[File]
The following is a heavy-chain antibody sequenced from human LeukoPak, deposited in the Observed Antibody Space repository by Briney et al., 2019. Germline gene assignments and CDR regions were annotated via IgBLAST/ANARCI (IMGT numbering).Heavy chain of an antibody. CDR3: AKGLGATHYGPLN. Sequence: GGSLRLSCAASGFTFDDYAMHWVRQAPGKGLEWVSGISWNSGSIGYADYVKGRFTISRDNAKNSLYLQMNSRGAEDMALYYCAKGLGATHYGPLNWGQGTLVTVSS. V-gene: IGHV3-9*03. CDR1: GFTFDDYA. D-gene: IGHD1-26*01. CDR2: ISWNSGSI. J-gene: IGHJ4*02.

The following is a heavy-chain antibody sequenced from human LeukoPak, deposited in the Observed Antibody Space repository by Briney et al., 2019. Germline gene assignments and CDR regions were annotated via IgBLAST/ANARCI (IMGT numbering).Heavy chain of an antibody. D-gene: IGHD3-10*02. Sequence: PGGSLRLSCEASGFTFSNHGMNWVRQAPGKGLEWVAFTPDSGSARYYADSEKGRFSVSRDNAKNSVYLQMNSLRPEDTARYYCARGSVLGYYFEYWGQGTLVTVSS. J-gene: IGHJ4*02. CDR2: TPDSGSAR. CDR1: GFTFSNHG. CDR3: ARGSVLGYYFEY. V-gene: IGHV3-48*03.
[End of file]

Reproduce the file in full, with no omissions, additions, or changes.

The following is a heavy-chain antibody sequenced from human LeukoPak, deposited in the Observed Antibody Space repository by Briney et al., 2019. Germline gene assignments and CDR regions were annotated via IgBLAST/ANARCI (IMGT numbering).Heavy chain of an antibody. CDR3: AKGLGATHYGPLN. Sequence: GGSLRLSCAASGFTFDDYAMHWVRQAPGKGLEWVSGISWNSGSIGYADYVKGRFTISRDNAKNSLYLQMNSRGAEDMALYYCAKGLGATHYGPLNWGQGTLVTVSS. V-gene: IGHV3-9*03. CDR1: GFTFDDYA. D-gene: IGHD1-26*01. CDR2: ISWNSGSI. J-gene: IGHJ4*02.

The following is a heavy-chain antibody sequenced from human LeukoPak, deposited in the Observed Antibody Space repository by Briney et al., 2019. Germline gene assignments and CDR regions were annotated via IgBLAST/ANARCI (IMGT numbering).Heavy chain of an antibody. D-gene: IGHD3-10*02. Sequence: PGGSLRLSCEASGFTFSNHGMNWVRQAPGKGLEWVAFTPDSGSARYYADSEKGRFSVSRDNAKNSVYLQMNSLRPEDTARYYCARGSVLGYYFEYWGQGTLVTVSS. J-gene: IGHJ4*02. CDR2: TPDSGSAR. CDR1: GFTFSNHG. CDR3: ARGSVLGYYFEY. V-gene: IGHV3-48*03.